State considers major changes to Alaska LNG project


This illustration shows what a liquefaction plant could look like. (Source: Alaska LNG)
This illustration shows what the liquefaction plant in Nikiski could look like if the Alaska LNG project is completed as planned. (Image courtesy of the Alaska LNG project.)

Gov. Bill Walker’s administration is considering major changes to the Alaska LNG project, the effort to build a massive natural gas pipeline from the North Slope.

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State officials said today the administration is considering increasing Alaska’s stake in the project — or even taking over ownership completely.

That would be a radical shift from the structure as it’s currently envisioned — and blessed by the Legislature. Right now, Alaska holds a 25 percent stake, sharing ownership with the big three North Slope producers, ExxonMobil, BP and ConocoPhillips.

Keith Meyer started work as president of the state-owned Alaska Gasline Development Corporation last week. In an interview today, he said if the state increases its ownership, it would look for outside investors to fund the project.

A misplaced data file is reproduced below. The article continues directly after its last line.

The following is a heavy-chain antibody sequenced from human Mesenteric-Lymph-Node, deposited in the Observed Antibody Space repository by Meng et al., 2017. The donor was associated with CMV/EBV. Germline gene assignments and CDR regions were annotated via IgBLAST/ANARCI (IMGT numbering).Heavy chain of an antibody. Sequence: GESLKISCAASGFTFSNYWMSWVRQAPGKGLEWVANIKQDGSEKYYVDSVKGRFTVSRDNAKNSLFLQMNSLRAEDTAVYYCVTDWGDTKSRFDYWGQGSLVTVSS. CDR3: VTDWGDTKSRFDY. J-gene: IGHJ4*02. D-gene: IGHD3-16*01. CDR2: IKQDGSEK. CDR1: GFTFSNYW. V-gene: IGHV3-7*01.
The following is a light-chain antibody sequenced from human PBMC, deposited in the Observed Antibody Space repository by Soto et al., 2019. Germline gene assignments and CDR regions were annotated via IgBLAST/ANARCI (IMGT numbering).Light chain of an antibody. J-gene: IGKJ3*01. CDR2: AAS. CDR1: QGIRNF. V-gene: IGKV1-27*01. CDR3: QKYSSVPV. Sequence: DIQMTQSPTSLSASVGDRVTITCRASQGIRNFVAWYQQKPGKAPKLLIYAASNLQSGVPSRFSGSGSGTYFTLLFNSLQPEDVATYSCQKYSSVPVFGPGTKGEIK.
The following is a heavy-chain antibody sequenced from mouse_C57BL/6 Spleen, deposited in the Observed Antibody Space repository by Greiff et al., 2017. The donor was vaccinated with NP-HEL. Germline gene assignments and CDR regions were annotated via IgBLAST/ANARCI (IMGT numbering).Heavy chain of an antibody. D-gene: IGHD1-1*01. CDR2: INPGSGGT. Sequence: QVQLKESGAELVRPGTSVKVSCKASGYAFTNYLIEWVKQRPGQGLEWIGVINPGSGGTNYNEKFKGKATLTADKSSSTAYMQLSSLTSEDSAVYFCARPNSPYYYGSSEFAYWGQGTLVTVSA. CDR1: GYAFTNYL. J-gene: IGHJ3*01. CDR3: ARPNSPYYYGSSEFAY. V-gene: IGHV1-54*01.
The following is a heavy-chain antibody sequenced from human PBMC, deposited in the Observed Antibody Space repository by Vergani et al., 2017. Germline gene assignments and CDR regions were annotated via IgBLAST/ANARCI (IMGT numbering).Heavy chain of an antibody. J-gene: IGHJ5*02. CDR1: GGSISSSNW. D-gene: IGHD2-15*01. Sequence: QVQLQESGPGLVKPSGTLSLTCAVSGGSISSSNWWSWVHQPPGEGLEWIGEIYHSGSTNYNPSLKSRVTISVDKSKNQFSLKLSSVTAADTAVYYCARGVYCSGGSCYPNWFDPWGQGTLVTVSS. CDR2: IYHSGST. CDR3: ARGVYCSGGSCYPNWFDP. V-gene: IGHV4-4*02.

“So this is significantly different from the way it was done [to date],” Meyer said. “However, it’s very similar to the way that most of the pipelines in the U.S. have been built, and also the way most of the LNG facilities now have been built.”

Both Meyer and Marty Rutherford, the acting commissioner of the Department of Natural Resources, said Tuesday that the state is discussing the change because the three oil companies have indicated they may not be ready to move the project forward next year as planned, as low oil prices have cut into their bottom lines. The final project is expected to cost $45 to $65 billion.

But both stressed that nothing has been decided, and the state is still in discussions with its three partners.

The administration is set to deliver its quarterly update on the project to the Legislature on June 29.

You can find an update on this story here. 




Rachel Waldholz covers energy and the environment for Alaska's Energy Desk, a collaboration between Alaska Public Media, KTOO in Juneau and KUCB in Unalaska. Before coming to Anchorage, she spent two years reporting for Raven Radio in Sitka. Rachel studied documentary production at the UC Berkeley Graduate School of Journalism, and her short film, A Confused War won several awards. Her work has appeared on Morning Edition, All Things Considered, and Marketplace, among other outlets.
rwaldholz (at) alaskapublic (dot) org | 907.550.8432 | About Rachel

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